First time wet-felting

Just over a year ago, I bought a skein of Noro Kureyon, a scratchy wool yarn the yarn shop proprietor said was good for felting. I couldn’t decide what to make with it, so it sat for ages. Well, with my new drawing habit, I wanted something to keep my pencil and eraser in – mostly so they would be easier to hold on to when I wanted to move between the dining table and sewing room table.

The shape I decided on was a barrel with a flap in the long direction, buttoned down near each end. The pattern is at the bottom of this post (behind the cut, if you’re on my main blog page); before that are my experiences with the felting process.

pencil pouch, preassembly assembled pouch pre-felting

My pre-felting measurements:
Gauge: a bit over 11 stitches and a bit under 13 rows in 4″.
The rectangle is 10.75″ tall and just over 9″ wide.

assembled pouch pre-felting, showing end pouch brushed, pre-felting

I read this was a good but slow felting yarn, and decided to help it along by brushing it with a cat brush before starting the felting process. I don’t know whether it helped, but then I don’t have any comparison.

slightly felted pencil pouch slightly felted pencil pouch

slightly felted pencil pouch partially felted pencil pouch

I started with two rounds of wash-wash-rinse in my giant washing machine, with two spiky plastic dryer balls for company and a little bit of soap. The machine was set on heavy soil, hot water, and the heavy duty cycle, and the pouch was in a mesh bag to keep in lint. Even after a run in the dryer, very little happened (the results are the first 3 pictures above). Afterward I did a round of hand-felting by shaking the pouch (without a mesh bag) with the dryer balls in a plastic canister, in two changes of water, each with a bit of dish soap and one also with baking soda. I read that hard water inhibits felting, and while I wouldn’t call ours hard, it’s far from soft. Another trip through the dryer, and still just about nothing (last picture above).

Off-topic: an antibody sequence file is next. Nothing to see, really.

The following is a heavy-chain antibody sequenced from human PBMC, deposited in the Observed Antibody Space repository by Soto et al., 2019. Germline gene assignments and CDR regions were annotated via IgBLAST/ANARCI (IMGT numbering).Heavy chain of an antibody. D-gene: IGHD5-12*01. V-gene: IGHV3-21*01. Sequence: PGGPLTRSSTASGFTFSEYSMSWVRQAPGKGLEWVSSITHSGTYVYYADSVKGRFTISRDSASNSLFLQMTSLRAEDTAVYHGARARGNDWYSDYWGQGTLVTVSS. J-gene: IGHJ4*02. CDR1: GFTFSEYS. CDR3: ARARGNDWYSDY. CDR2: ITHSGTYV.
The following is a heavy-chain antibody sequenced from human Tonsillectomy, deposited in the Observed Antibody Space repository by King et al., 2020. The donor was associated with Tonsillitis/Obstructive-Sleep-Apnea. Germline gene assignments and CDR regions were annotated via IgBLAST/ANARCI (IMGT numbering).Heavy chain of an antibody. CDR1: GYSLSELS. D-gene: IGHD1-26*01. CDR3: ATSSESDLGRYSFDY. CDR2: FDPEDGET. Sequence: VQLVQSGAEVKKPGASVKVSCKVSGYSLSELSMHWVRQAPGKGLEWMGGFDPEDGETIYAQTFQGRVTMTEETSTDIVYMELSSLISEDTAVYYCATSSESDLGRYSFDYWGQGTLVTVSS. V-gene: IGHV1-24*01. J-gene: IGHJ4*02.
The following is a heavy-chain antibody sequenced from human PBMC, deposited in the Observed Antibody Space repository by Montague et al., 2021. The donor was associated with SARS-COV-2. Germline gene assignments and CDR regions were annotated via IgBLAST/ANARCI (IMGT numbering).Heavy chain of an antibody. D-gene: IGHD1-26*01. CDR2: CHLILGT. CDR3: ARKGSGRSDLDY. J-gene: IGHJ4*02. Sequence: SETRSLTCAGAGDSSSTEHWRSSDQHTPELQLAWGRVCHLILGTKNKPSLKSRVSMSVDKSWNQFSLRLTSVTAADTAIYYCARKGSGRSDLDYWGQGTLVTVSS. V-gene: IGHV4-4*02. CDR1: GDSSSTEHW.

After a bit more research, I learned this “good for felting” yarn has a reputation online for being persnickety about felting. I went back to the washing machine, but more seriously. Same settings, with a round of wash-wash-rinse, but this time with two pairs of pants in addition to the dryer balls, a kettleful of nearly boiling water added to each wash, and a pretreatment of soaking the pouch in ice water before the first wash – the temperature change is supposed to help shock the fibers open. No mesh bag, either, because it didn’t seem to be shedding badly.

fully felted pencil pouch - front fully felted pencil pouch - back

That is when the magic happened. So much smaller, so little stitch definition. I don’t know how much was the particular method I used last and how much was the fibers finally being ready to give up their original shape, but I can say I’ll start with this method next time. A shave (see notes on razors in an earlier post) and some buttons and it was ready for use!

shaved pencil pouch pencil pouch on sketchbook

Final measurements: 7″ seam to seam and 8.5″ end to end, since the ends are poofed out. Not quite 9″ around from opening to end of flap (what would be the height of the original rectangle); 2.5″ diameter. The rectangle lost almost 2″ in each direction.

Continue reading First time wet-felting